Linlithgow Palace (ruin) is the birthplace of Mary, Queen of Scots, and is set in a beautiful lochside location. All the Stuart Kings lived here from 1406 to 1689, as did Cromwell, Bonnie Prince Charlie, and, after the landmark Battle of Culloden, the troops of the Duke of Cumberland stayed at the Palace. Visitors can see the fountain in the centre of the Palace built around 1538 and the fireplace in the Great Hall restored in 1906.
Crossing the River Forth at Kincardine we the visit the enchanting conservation village of Culross, possessing a 400 year old history and an awe-inspiring atmosphere of bygone times. Visitors can explore the Old Town through the cobbled streets as well as see the ancient Mercat Cross (Market Cross).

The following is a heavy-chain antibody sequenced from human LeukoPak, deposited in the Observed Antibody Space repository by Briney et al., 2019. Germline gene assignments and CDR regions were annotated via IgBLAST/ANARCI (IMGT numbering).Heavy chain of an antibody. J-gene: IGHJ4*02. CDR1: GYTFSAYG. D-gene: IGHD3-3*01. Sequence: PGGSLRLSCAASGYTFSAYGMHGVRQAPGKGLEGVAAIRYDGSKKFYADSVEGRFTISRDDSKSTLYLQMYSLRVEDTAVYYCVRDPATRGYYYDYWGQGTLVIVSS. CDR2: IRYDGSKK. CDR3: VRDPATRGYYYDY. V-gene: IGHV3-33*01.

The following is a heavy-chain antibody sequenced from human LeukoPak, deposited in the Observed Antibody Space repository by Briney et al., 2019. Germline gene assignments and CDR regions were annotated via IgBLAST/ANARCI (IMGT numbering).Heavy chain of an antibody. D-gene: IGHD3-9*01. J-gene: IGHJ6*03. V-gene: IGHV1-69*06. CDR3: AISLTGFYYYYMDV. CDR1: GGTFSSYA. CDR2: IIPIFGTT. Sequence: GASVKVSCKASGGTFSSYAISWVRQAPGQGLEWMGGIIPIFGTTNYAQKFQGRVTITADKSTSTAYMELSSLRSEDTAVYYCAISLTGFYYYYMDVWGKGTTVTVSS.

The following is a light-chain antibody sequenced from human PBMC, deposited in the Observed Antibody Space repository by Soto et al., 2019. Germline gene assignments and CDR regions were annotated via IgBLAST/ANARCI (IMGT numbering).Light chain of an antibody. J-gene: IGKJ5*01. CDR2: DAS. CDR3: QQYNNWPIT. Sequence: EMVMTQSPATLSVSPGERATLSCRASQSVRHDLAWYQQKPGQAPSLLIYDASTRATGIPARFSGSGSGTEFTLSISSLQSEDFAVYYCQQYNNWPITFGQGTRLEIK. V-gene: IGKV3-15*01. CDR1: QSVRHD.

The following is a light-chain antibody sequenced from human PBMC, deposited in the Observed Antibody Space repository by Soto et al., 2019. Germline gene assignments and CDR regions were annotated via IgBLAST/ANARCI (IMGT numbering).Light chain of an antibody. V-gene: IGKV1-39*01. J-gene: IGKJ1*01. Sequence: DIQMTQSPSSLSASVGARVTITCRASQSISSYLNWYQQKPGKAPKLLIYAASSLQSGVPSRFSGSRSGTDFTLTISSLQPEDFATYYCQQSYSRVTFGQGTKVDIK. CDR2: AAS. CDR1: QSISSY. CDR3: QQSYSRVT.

The tour proceeds back over the Forth via the spectacular Forth Road Bridge with grand views of the famous Victorian rail bridge.
The Royal Burgh of Culross is a unique town that time has passed by; the most complete example in Scotland today of a Burgh of the 16th and 17th centuries. Here you can relive the domestic life of the 16th and 17th centuries amid the old buildings and cobbled streets of the Royal Burgh on the River Forth. It includes the chance to explore the beautiful refurbished palace and garden, dating from 1597. A walk around the town will take in The Causeways cobbled streets, the ruins of St Mungo’s chapel, the abbey and the old monastery as well as the West Kirk.
Palace, Study, and Town House: 2 Apr to 31 May, Thur–Mon 12–5; 1 Jun to 31 Aug, daily 12–5; 3 to 29 Sep, Thur–-Mon 12–5; 1 to 31 Oct, Thur–Mon 12–4. Garden: all year, daily 10–6 or sunset if earlier